Daddy Long-legs

Wild West Yorkshire nature diary
Tuesday 3rd 1999

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amphibious bistort, land version AMPHIBIOUS BISTORT, which was flowering in the canal about a month ago, is now in flower amongst the rough grass on the bank nearby. It looks very much like its relation, Redshank a weed of cultivated ground, but redshank has a dark 'thumb-print' on each leaf.

A Lapwing flies over the canal from marsh to pasture. A Common Tern is heading the other way, down the valley following the canal, probably returning to its nest at Pugneys nature reserve a couple of miles away.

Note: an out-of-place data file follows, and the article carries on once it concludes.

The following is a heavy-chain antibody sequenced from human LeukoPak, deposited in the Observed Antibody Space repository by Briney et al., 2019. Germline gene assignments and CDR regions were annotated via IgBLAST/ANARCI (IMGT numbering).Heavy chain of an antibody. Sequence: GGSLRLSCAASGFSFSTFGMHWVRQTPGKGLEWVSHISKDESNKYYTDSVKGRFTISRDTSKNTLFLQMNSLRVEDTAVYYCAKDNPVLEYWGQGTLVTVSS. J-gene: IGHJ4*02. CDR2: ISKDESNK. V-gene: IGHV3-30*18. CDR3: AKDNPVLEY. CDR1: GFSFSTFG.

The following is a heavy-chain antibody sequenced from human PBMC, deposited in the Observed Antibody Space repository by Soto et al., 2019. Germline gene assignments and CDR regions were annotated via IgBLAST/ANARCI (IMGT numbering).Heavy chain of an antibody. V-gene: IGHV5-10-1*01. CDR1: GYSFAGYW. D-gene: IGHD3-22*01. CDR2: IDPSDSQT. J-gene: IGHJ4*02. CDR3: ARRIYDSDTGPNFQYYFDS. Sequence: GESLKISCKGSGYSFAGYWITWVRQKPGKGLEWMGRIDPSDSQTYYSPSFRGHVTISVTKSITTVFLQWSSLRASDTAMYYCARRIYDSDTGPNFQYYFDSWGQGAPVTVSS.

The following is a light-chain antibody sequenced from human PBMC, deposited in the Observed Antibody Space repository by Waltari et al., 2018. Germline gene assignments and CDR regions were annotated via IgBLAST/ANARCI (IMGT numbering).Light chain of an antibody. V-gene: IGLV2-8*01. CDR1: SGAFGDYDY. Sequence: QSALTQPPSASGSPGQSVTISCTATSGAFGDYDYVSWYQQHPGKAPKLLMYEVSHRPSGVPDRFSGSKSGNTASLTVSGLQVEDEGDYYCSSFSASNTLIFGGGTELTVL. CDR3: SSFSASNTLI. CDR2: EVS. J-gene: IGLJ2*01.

garlic and spring onions A narrowboat moored by the pub has tubs of marigolds on its roof and a large box, planted with Garlic with a couple of rows spring onions around them.

'We grow enough to keep us supplied during the winter,' explains the woman of the boat.

halterescrane fly After dark, a Crane Fly flies in, in a rather uncontrolled fashion, attracted to the light. This is a true fly, along with hoverflies, clegs, mosquitoes and house-flies, one of the Diptera, a name that means two-winged. The second pair of wings has become modified into a pair of drum-stick shaped organs known as halteres. These seem to assist with balance in flight. They are plain to see in the Crane Fly.

As children we called these Daddy-Long-legs, a name often given to Harvestman 'spiders'.

Richard Bell,
wildlife illustrator

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